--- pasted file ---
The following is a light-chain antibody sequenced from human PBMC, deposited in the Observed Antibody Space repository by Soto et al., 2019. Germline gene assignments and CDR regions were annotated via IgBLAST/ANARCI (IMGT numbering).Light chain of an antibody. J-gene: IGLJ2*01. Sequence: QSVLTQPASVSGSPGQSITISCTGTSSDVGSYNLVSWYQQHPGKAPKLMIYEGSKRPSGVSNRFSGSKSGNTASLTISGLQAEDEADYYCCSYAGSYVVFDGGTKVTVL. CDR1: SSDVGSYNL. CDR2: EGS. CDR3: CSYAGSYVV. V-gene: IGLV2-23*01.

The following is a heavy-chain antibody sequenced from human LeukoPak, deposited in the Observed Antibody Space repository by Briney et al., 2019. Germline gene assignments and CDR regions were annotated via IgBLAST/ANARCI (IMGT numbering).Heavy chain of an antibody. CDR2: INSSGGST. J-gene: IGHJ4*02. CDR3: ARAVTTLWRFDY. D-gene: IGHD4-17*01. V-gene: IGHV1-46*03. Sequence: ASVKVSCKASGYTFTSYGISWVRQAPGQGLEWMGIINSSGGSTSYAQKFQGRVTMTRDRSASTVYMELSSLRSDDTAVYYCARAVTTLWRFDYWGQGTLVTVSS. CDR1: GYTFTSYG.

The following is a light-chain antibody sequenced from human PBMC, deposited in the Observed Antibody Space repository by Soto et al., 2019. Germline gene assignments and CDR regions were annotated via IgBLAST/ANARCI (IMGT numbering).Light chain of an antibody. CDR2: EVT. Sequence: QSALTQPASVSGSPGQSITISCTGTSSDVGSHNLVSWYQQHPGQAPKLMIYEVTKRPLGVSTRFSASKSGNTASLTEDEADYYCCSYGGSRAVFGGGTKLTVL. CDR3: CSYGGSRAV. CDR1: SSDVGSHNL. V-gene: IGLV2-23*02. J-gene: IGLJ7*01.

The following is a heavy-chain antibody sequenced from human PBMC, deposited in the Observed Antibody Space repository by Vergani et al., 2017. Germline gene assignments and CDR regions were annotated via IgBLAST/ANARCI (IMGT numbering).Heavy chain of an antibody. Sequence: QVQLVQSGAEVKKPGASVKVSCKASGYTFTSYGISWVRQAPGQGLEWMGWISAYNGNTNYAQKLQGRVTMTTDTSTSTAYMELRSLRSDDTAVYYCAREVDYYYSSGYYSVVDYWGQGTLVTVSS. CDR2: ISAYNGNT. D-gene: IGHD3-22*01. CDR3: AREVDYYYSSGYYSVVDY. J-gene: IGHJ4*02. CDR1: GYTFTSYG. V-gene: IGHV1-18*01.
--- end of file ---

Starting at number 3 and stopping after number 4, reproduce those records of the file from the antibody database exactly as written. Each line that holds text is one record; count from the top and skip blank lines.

The following is a light-chain antibody sequenced from human PBMC, deposited in the Observed Antibody Space repository by Soto et al., 2019. Germline gene assignments and CDR regions were annotated via IgBLAST/ANARCI (IMGT numbering).Light chain of an antibody. CDR2: EVT. Sequence: QSALTQPASVSGSPGQSITISCTGTSSDVGSHNLVSWYQQHPGQAPKLMIYEVTKRPLGVSTRFSASKSGNTASLTEDEADYYCCSYGGSRAVFGGGTKLTVL. CDR3: CSYGGSRAV. CDR1: SSDVGSHNL. V-gene: IGLV2-23*02. J-gene: IGLJ7*01.

The following is a heavy-chain antibody sequenced from human PBMC, deposited in the Observed Antibody Space repository by Vergani et al., 2017. Germline gene assignments and CDR regions were annotated via IgBLAST/ANARCI (IMGT numbering).Heavy chain of an antibody. Sequence: QVQLVQSGAEVKKPGASVKVSCKASGYTFTSYGISWVRQAPGQGLEWMGWISAYNGNTNYAQKLQGRVTMTTDTSTSTAYMELRSLRSDDTAVYYCAREVDYYYSSGYYSVVDYWGQGTLVTVSS. CDR2: ISAYNGNT. D-gene: IGHD3-22*01. CDR3: AREVDYYYSSGYYSVVDY. J-gene: IGHJ4*02. CDR1: GYTFTSYG. V-gene: IGHV1-18*01.